In addition to the more general campaigns we discussed above, there have also been several nation-state affiliated eCrime campaigns deployed during the pandemic. Using COVID-19 themed communications to lure unassuming users, these campaigns appear to come from specific national government entities and aim to gain access to spread malware and ransomware viruses.
Some of the reported examples include PIRATE PANDA based out of China and deployed in February 2020. Additionally, VELVET CHOLLIMA based out of the Democratic People’s Republic of Korea (DPRK) continues to remain active by using COVID-19 themed spoof documents to infiltrate South Korean organizations by deploying BabyShark malware.
Remote Services Hacking
With more and more organizations attempting to deploy a virtual headquarters for their remote employees, the use of software-as-a-service (SaaS) and other Cloud connectivity tools has increased. While these technologies make it much easier for separated business teams to work together remotely, these technologies are also open to some significant cybersecurity risks and create opportunities for human-error security gaps.
Specifically, malicious cyber actors are looking to get their hands on login credentials for these Cloud-based services, which would allow them to gain unauthorized access to employee accounts and business data. In particular, big-game-hunting ransomware scams are attempting Remote Desktop Protocol (RDP) brute-forcing or password spraying to gain unauthorized entry into remote working technologies.
As COVID-19 continues to cause new staffing changes and organizational challenges for remote-working business teams, these malicious actors will continue to find new ways to dupe remote workers and access sensitive company data.
Tech Support & Vishing Robocalling Scams
Here’s the worst part: as more and more employees attempt to get settled working at home, cyber risks don’t exist only on the internet. Malicious actors are also taking advantage of telecommuting as well, meaning that phone communications are at risk too.
Scammers will attempt to mimic official business communications by deploying voice-phishing (vishing) and robocall scams, as well as phone technical support calls. COVID-19-themed scams of this variety have already been reported on the Western US coast and in industries most impacted by the outbreak, including travel and transportation. In the worst cases, vishing scams are combined with smishing (text message phishing) to exploit multiple points of access.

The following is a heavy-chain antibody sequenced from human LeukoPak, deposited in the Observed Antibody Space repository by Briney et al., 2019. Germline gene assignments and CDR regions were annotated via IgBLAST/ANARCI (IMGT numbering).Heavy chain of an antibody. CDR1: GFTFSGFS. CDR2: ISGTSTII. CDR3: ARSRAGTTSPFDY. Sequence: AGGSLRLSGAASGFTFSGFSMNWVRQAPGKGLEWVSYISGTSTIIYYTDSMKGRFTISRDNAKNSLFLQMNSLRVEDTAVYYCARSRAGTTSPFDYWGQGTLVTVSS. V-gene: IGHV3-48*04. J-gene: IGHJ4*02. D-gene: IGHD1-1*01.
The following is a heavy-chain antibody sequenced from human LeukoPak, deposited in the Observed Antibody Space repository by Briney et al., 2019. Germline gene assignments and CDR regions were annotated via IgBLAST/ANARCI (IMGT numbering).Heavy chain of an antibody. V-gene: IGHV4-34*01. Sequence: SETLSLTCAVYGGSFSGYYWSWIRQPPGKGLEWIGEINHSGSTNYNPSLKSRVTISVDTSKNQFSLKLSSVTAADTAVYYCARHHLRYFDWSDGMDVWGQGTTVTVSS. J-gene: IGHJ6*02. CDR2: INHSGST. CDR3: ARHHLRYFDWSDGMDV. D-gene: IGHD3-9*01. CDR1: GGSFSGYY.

Technical support scams take a similar form and can be deployed by phone, email, text, and even system pop-ups. While the technical support scams may not appear to be directly related to COVID-19, scammers use them in hopes that the transition to remote work will result in unfamiliar technical difficulty and that confused or frustrated users will be more likely to fall for scams that promise tech-support.
Vigilance Strategies: How to Stay Protected Against COVID-19 Cyber Threats
Reading about all the potential threats to organizations can leave a professional feeling overwhelmed or defeated. However, just because these threats exist doesn’t mean you have to throw in the towel and expect the worst. The first step in remaining vigilant is staying informed. The reality is, the COVID-19 situation is unpredictable, and it changes rapidly. As it continues to evolve, cybercriminals of all kinds will get increasingly sophisticated and quick in their deployment of scams.
As such, you and your team need to stay up-to-date on existing and emerging cyber threats. Further, you should be putting clear protocols in place that will help your remote-working team better identify and respond to new and existing threats. Tell your employees what to look for. Come up with dynamic mitigation strategies to keep risk at bay. Develop a clear plan for reporting and responding to threats. Put together a business continuity plan that will help keep business moving in the case of an attack. Do whatever necessary to keep your team and your business data secure.
The fact of the matter is, COVID-19 has changed the working landscape for the foreseeable future. While you may not be able to predict how long this will last or what impacts it will have on your business in the long run, you can make sure that you position your employees to protect your business data actively.
Use the information we’ve provided here as a starting point to stay informed and rely on the strategies we’ve outlined to remain vigilant. When in doubt, don’t hesitate to reach out to a team of cyber-security experts for more specific advice or guidance. Cybersecurity professionals continue to work around the clock to keep businesses secure and productive. If you’re concerned about cybersecurity in your “work-from-home” virtual office, reach out for professional consultation.
Experienced Chief Executive Officer with a demonstrated history of working in the information technology and services industry. Skilled in Customer Relationship Management (CRM), IT Service Management, Team Building, IT Strategy, and Management. Strong entrepreneurship professional with a Master of Business Administration (M.B.A.) focused in Computer/Information Technology Administration and Management from Humboldt University of Berlin (Humboldt-Universität zu Berlin).